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Give all primary school children a financial education, MPs urge

All children across the UK should be taught basic money skills in primary school by 2030, a cross-party group of MPs have said in a new report published today. This would include adding financial education to the primary national curriculum, as is already the case for secondary schools. 

The report by the All Party Parliamentary Group (APPG) on Financial Education for Young People – which was contributed to by founder Martin Lewis – calls on the Government to set a target to ensure every primary school-aged child gets a "high-quality, effective and sustainable" financial education by the end of the decade, and to provide the investment and prioritisation needed to make this happen.

The APPG, which is a group of 150 MPs and peers from different parties, published the report after its inquiry found just one in three children currently receive financial education at primary school. The report warns this puts young people at risk of financial abuse, fraud and debt from an early age. Yet while APPGs can raise awareness of issues and influence policy debates, they don't have any direct power to make laws themselves – so ultimately it'll be up to the Government to decide whether to act on the report's recommendations. 

Martin and MSE have long campaigned for better financial education

In making their recommendations, the MPs considered a range of evidence, including from MSE founder Martin Lewis. The report quotes Martin's appearance earlier this year before the House of Lords Liaison Committee, where he argued for financial education and inclusion to be made a priority and said: "We need far more senior, powerful and invested government in financial inclusion. Because it is the bedrock of employment. It is the bedrock of being a consumer and, frankly, it is the bedrock of being a citizen."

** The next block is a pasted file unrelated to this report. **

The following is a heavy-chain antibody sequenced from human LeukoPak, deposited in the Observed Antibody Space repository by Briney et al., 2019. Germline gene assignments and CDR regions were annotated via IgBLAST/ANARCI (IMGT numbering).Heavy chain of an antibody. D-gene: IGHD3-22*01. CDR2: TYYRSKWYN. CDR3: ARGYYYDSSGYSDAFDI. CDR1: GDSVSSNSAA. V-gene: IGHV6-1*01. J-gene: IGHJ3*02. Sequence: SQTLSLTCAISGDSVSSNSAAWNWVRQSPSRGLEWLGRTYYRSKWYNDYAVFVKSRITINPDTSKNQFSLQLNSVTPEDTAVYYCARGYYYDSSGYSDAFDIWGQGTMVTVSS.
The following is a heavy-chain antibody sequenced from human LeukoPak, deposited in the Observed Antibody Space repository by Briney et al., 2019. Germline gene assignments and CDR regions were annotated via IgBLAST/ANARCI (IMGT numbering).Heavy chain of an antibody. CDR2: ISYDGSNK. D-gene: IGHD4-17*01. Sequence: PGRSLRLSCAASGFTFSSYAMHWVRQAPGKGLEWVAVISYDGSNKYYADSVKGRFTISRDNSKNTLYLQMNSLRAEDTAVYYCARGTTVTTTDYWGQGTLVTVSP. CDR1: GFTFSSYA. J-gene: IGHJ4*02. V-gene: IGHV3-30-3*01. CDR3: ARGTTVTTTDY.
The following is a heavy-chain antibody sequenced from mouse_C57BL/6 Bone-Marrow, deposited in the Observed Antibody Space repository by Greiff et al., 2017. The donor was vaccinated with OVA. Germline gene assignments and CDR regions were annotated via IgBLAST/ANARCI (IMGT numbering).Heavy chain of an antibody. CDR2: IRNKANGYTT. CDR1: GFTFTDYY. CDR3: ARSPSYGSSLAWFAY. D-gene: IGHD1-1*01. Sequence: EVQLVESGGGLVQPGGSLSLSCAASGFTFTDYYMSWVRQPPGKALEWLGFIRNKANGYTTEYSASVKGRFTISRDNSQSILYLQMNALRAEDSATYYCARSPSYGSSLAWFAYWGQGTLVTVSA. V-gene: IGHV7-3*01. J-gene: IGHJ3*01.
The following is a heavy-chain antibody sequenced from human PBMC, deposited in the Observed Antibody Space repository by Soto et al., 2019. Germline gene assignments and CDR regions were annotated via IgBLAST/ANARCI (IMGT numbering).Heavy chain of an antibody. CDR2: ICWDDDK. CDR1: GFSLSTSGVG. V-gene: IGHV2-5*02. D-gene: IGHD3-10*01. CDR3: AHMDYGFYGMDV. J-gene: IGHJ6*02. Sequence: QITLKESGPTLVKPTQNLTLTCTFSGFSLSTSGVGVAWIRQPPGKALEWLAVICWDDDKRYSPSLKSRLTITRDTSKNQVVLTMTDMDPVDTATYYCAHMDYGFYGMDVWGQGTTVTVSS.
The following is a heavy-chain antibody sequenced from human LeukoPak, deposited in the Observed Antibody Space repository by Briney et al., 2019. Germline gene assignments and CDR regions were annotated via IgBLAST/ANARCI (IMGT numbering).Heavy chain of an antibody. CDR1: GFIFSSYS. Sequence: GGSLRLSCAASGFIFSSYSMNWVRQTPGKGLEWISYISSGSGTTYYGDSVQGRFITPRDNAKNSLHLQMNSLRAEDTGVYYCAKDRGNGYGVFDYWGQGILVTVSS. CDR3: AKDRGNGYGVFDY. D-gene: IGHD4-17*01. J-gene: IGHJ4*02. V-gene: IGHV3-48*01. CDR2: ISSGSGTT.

Both Martin and MSE have fought for years for improved financial education for people of all ages. You can download a free copy of the first-ever financial education textbook to land in schools, which was funded by Martin, while MSE has also launched the 'Academoney' financial education course with the Open University.

As it happens, Martin was in a school today to talk (and film) about financial education:

MPs' other ideas include funding financial education via unclaimed savings

As well as calling for all primary school children to be given a financial education by 2030, the APPG made a series of other recommendations (you can read its full report here). These include:

  • Long-term funding should be provided for financial education – possibly using unclaimed savings. The report says the lack of ongoing funding is a "significant barrier" to improving financial education in primary schools. It argues that funds unlocked by the upcoming expansion of the Dormant Assets Scheme (which deals with lost cash) should be used to ensure children get a good financial education.

  • England, Scotland, Wales and Northern Ireland should each devise their own national strategies for financial education. Each UK nation should build and implement their own stand-alone strategy in order to meet the goal of every child getting a good financial education by 2030, the report says. As part of this, the report also calls for England to make financial education a compulsory part of the national curriculum for primary schools, in order to bring it in line with the approach in Northern Ireland, Scotland and Wales.